At last, after months of above-average heat, temperatures are starting to drop and that lovely autumn feel is in the air. But with that early morning nip in the air, and chilly nights, it might be time to consider some form of heating.
In the old days we relied on log fires and think socks to keep us warm, but today there are so many different methods, it can be hard to choose.
Of course, there is nothing more welcoming that a roaring log fire or toasty wood-burning stove and, depending on the style of your home, and your location, they are still a great choice. Let's face it, that's how mankind has kept warm for thousands of years!
But remember the use of open flame heating is tightly regulated in Australia, and there are many safety standards to take into account, such as the placement of the flue.
Wood is an effective, renewable fuel when burnt efficiently, but solid fuel heaters are also considered a major source of air pollution if not correctly installed and used.
So if you do go down this path, ensure you buy a recognised brand of wood-burning stove, and have it properly and safely installed. Burn only dry, seasoned wood and use the air vents to reduce the amount of smoke produced.
The other most popular forms of heating your home are electric heaters, gas heaters or reverse-cycle air-conditioning.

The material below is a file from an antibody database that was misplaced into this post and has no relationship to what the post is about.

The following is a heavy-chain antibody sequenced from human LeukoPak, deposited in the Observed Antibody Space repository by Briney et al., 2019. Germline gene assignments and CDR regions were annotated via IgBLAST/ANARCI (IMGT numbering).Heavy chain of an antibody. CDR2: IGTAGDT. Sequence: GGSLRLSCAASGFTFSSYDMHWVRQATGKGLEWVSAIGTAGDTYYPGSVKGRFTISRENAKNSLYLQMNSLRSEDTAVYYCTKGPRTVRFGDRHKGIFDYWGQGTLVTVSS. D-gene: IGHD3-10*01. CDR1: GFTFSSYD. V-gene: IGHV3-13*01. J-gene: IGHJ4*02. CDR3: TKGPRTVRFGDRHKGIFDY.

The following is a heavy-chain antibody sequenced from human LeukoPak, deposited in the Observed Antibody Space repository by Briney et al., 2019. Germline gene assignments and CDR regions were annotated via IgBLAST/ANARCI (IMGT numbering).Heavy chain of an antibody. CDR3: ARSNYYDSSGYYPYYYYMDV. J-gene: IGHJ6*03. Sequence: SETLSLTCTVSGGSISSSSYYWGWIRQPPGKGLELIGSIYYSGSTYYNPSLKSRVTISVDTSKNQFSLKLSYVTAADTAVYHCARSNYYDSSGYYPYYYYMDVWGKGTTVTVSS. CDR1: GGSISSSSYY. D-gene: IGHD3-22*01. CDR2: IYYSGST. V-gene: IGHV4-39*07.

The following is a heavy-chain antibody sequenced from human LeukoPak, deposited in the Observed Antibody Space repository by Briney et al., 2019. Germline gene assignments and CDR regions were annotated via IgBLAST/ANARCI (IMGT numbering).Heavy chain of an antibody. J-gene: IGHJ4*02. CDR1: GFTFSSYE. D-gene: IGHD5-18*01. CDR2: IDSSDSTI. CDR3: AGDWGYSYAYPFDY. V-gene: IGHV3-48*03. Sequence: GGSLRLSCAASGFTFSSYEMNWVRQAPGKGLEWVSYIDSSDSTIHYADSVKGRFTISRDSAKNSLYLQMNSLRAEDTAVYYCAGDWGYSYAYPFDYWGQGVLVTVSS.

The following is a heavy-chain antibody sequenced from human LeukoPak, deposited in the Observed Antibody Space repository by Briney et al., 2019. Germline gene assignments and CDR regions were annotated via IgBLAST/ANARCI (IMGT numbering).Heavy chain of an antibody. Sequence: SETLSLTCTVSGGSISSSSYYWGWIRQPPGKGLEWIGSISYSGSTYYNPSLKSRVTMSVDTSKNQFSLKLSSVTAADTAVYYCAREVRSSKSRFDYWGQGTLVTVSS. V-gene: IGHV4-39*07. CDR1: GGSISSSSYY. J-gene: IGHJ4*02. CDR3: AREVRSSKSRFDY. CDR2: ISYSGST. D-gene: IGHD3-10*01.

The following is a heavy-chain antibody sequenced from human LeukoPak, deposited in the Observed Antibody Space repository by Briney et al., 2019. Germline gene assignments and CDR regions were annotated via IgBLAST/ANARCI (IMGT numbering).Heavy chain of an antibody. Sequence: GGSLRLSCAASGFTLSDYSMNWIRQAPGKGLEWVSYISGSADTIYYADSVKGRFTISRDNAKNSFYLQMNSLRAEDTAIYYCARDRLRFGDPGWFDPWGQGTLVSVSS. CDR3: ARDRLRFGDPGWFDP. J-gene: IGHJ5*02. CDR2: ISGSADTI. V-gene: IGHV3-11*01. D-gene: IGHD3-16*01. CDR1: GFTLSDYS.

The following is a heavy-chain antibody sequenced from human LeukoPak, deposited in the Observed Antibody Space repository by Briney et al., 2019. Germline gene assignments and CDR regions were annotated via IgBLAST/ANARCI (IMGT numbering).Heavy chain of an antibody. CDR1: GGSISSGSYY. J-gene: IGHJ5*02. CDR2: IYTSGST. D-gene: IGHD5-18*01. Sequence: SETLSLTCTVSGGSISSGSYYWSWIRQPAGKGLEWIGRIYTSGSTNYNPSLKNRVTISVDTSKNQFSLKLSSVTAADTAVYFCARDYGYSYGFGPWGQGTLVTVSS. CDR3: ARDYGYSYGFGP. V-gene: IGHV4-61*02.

The latter are the most expensive, but considered very effective in terms of the power they use compared to the heat they generate. It's a good choice for a large area, such as an open plan living area. But do get advice on the best model and size for your home, and have it professionally installed and maintained.
Gas heaters offer fairly good value for money, and come in two forms - flued or unflued. Flued models - where the fumes are expelled from the room via a pipe - are more expensive and possibly not as efficient.
Unflued models - which dissipate the fumes into the room - may present problems with fumes and the moisture they expel. They are subject to regulations and the room must be well ventilated.
If you go for gas, avoid buying used equipment. Buy new, with a gurantee, and have it professionally installed if necessary.
Electric heaters are cheap to buy, usually portable and a good choice for heating a small area or individual people. Again, it is always best to buy new.
Passive heating and cooling
Heating and cooling our homes uses a lot of energy so, where possible, good design and building is a far better option than mechanical heating and cooling. Proper insulation and draught-proofing will go a long way towards keeping you warmer.
You can also use passive heating - for example, let the winter sun in during the day to warm the home and close the curtains early enough to keep that warmth in during the night.
Or close off areas of the house you're not using, concentrating the heat in one or two areas. Perhaps even hang heavier curtains in the winter months.
And remember, hot air rises, so choose ceiling fans with a reverse direction option, to push the heat back down.
Whatever the size of your budget, thinking smart will help keep you toasty this winter.